But as both countries appear to be warming up to each other ahead of talks later this month, K-pop suddenly doesn’t appear to be so evil anymore. In fact, Kim Jong Un, who became the first North Korean leader to attend a K-pop concert, may have actually enjoyed it.
“He exchanged warm greetings with them and warmly welcomed their Pyongyang visit,” North Korea’s official Korean Central News Agency wrote in a summary of the event. KCNA went on to say that the leader — who has long sought to keep South Korean cultural and political influences out of the country — was “deeply moved to see our people sincerely acclaiming the performance, deepening the understanding of the popular art of the south side.”
One of the songs performed at the event was titled “Our Wish Is Reunification,” according to the KCNA dispatch, celebrating that “the south side art troupe has brought a spring of peace.”
Drawing inspiration from a number of genres and effects, “Korean pop” is especially popular among younger South Koreans and briefly had a flash of fame in the West with Psy’s 2012 hit “Gangnam Style.”
For the last seven years, thousands of South Koreans have assembled at the Nuri Peace Park only miles from the border with North Korea for an annual August K-pop concert framed around reconciliation and peace. So far, the events have proceeded without participation by the North Korean regime, which is why Sunday’s concert in Pyongyang was a watershed moment.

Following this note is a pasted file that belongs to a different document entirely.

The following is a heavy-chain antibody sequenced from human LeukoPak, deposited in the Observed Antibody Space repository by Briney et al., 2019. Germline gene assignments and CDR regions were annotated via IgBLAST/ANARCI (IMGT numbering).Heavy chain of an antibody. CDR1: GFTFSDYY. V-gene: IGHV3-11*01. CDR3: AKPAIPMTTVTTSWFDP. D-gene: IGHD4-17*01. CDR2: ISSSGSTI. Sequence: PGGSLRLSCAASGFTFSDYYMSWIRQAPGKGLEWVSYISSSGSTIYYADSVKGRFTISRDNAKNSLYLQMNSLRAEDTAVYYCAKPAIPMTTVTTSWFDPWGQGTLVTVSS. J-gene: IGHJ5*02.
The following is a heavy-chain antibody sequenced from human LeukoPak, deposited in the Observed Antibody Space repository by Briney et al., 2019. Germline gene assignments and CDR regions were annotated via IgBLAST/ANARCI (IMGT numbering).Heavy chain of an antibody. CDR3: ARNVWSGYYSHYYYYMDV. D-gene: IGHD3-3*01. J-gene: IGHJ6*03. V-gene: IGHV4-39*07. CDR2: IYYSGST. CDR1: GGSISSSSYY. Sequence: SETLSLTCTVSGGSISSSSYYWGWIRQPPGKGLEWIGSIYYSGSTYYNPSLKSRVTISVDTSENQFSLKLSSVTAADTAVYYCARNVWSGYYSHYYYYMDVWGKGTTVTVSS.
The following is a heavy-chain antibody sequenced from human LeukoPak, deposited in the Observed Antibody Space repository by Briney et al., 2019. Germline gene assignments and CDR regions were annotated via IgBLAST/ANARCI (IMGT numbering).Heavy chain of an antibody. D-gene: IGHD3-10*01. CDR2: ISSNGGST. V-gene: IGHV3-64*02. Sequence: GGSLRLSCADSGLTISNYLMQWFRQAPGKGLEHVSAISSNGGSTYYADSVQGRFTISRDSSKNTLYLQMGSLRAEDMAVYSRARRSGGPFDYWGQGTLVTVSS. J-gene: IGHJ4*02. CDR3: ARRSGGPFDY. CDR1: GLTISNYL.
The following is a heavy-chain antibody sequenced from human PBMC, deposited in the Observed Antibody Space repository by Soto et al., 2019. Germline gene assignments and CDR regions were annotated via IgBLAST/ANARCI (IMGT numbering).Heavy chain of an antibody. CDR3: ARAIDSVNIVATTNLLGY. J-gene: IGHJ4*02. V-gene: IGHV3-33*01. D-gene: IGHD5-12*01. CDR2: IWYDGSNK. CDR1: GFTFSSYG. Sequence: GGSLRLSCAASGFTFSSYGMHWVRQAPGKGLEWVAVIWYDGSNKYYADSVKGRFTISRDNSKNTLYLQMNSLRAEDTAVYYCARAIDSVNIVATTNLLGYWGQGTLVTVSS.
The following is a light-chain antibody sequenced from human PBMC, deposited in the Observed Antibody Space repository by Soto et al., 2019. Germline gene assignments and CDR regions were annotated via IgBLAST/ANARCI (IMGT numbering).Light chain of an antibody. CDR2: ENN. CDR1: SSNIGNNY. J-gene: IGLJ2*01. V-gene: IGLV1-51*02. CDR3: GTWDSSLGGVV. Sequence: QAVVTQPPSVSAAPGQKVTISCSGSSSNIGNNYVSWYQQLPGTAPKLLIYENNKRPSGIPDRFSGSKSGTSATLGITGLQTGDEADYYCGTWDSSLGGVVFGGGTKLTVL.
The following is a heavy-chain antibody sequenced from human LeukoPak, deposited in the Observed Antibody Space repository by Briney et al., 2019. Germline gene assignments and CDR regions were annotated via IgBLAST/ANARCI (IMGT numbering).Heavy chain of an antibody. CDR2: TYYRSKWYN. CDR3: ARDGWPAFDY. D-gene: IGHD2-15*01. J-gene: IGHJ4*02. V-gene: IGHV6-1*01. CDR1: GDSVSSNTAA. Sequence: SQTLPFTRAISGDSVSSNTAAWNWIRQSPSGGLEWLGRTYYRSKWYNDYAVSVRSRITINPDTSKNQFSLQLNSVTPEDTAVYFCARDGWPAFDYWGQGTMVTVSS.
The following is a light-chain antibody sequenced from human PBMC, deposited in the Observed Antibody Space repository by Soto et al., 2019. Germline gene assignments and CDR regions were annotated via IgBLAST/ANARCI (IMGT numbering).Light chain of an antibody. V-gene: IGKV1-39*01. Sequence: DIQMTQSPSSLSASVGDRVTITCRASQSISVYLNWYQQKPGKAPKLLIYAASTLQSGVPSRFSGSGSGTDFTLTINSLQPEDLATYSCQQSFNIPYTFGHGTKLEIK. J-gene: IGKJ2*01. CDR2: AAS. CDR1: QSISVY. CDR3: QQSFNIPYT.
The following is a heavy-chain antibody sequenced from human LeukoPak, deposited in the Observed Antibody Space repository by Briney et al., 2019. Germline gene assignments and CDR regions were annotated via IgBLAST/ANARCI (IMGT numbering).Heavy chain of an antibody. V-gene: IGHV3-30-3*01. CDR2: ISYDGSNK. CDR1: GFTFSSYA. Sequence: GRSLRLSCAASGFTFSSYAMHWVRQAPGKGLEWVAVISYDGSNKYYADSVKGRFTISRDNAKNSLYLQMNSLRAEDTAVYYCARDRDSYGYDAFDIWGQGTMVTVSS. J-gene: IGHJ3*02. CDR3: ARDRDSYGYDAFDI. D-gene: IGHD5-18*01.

The North Korean rhetoric may come as a surprise, given Kim’s usual saber-rattling statements that are mostly directed against the United States. But in recent months, the North Korean regime has dominated the headlines by deviating from its tough talk — most prominently during the PyeongChang Olympics, when a squad of cheerleaders went on a charm offensive. During the Opening Ceremonies of the Olympics, North and South Korean athletes both marched under a unified flag.
Sunday’s K-pop performance and its subsequent celebration by North Korean media add to the complexity of North Korean diplomacy that has emerged in recent months. While President Trump has referred to Kim as “Little Rocket Man,” my colleagues Emily Rauhala and Anna Fifield wrote that the regime’s diplomatic outreach — including Kim's visit to Beijing last week — is making it harder to dismiss the North Korean leader as irrational or as a madman.
“We’re seeing a carefully crafted North Korean strategy on diplomacy unfold on the world stage, starting with Beijing,” Jean H. Lee, a North Korea expert and fellow at the Wilson Center in Washington, told my colleagues in an email last week.
The changing rhetoric also doesn’t indicate that Kim is ready to suddenly give in to U.S. demands. “The issue of denuclearization of the Korean Peninsula can be resolved, if South Korea and the United States respond to our efforts with goodwill, create an atmosphere of peace and stability while taking progressive and synchronous measures for the realization of peace,” Kim was quoted as saying by China’s official news agency last week.
Experts cautioned that the term “denuclearization on the peninsula,” suggests that North Korea could seek specific security assurances from the United States and other nations with nuclear arsenals that could theoretically reach North Korea.
So the talks between Pyongyang and South Korea and later the United States will probably proceed less harmoniously than Sunday’s K-pop show.